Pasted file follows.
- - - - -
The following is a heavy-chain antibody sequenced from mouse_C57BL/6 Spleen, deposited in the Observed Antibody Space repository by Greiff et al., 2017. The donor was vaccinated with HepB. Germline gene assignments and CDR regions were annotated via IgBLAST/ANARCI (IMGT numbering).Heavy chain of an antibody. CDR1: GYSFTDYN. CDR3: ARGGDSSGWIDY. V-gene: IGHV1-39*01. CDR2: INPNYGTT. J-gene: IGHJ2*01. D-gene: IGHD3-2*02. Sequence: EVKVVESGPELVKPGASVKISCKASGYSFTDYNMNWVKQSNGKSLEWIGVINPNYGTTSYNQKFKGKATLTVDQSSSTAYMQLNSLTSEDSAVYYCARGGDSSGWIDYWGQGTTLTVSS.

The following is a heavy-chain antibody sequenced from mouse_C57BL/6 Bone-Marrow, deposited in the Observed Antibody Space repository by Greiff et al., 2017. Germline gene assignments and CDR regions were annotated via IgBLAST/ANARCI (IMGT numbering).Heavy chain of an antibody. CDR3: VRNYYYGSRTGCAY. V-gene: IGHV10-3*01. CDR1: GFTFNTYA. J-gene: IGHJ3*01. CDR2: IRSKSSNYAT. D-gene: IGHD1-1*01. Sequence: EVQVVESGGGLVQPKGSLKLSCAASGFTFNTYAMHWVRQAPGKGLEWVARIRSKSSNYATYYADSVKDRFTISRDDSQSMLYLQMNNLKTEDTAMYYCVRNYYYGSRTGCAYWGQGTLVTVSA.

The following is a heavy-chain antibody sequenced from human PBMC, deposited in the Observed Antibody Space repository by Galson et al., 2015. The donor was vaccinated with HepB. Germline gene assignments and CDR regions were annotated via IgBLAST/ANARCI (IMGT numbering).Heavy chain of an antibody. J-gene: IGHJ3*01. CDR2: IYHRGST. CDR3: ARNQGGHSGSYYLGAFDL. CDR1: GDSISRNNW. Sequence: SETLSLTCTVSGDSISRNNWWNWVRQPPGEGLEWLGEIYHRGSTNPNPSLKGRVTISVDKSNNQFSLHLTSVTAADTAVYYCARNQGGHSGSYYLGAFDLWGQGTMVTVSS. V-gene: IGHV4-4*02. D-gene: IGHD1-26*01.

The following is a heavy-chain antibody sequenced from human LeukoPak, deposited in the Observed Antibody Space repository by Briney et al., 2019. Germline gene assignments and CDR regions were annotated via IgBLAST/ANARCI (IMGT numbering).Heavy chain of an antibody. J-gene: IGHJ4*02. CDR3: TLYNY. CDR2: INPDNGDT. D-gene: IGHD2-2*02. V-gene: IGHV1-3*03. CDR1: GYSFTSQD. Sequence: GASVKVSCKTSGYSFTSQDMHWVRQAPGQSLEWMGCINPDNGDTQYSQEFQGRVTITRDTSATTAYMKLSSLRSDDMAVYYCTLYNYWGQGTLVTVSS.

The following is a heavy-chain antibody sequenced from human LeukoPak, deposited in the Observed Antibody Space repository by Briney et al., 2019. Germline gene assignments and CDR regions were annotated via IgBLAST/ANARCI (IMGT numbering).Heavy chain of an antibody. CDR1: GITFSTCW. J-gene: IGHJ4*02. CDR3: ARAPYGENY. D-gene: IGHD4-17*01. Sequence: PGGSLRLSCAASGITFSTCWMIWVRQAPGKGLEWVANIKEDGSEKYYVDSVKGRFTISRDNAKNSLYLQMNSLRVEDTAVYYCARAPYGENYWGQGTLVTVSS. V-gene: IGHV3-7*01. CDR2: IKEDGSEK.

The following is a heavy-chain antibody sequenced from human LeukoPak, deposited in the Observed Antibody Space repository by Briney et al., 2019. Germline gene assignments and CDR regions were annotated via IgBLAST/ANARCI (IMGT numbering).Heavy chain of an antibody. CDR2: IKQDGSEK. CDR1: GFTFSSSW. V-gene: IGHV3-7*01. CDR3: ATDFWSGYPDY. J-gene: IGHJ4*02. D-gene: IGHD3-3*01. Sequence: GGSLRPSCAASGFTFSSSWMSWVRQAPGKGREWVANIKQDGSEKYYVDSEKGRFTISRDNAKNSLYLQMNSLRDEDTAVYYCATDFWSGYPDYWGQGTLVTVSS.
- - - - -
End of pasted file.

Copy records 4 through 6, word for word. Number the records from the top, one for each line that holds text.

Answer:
The following is a heavy-chain antibody sequenced from human LeukoPak, deposited in the Observed Antibody Space repository by Briney et al., 2019. Germline gene assignments and CDR regions were annotated via IgBLAST/ANARCI (IMGT numbering).Heavy chain of an antibody. J-gene: IGHJ4*02. CDR3: TLYNY. CDR2: INPDNGDT. D-gene: IGHD2-2*02. V-gene: IGHV1-3*03. CDR1: GYSFTSQD. Sequence: GASVKVSCKTSGYSFTSQDMHWVRQAPGQSLEWMGCINPDNGDTQYSQEFQGRVTITRDTSATTAYMKLSSLRSDDMAVYYCTLYNYWGQGTLVTVSS.

The following is a heavy-chain antibody sequenced from human LeukoPak, deposited in the Observed Antibody Space repository by Briney et al., 2019. Germline gene assignments and CDR regions were annotated via IgBLAST/ANARCI (IMGT numbering).Heavy chain of an antibody. CDR1: GITFSTCW. J-gene: IGHJ4*02. CDR3: ARAPYGENY. D-gene: IGHD4-17*01. Sequence: PGGSLRLSCAASGITFSTCWMIWVRQAPGKGLEWVANIKEDGSEKYYVDSVKGRFTISRDNAKNSLYLQMNSLRVEDTAVYYCARAPYGENYWGQGTLVTVSS. V-gene: IGHV3-7*01. CDR2: IKEDGSEK.

The following is a heavy-chain antibody sequenced from human LeukoPak, deposited in the Observed Antibody Space repository by Briney et al., 2019. Germline gene assignments and CDR regions were annotated via IgBLAST/ANARCI (IMGT numbering).Heavy chain of an antibody. CDR2: IKQDGSEK. CDR1: GFTFSSSW. V-gene: IGHV3-7*01. CDR3: ATDFWSGYPDY. J-gene: IGHJ4*02. D-gene: IGHD3-3*01. Sequence: GGSLRPSCAASGFTFSSSWMSWVRQAPGKGREWVANIKQDGSEKYYVDSEKGRFTISRDNAKNSLYLQMNSLRDEDTAVYYCATDFWSGYPDYWGQGTLVTVSS.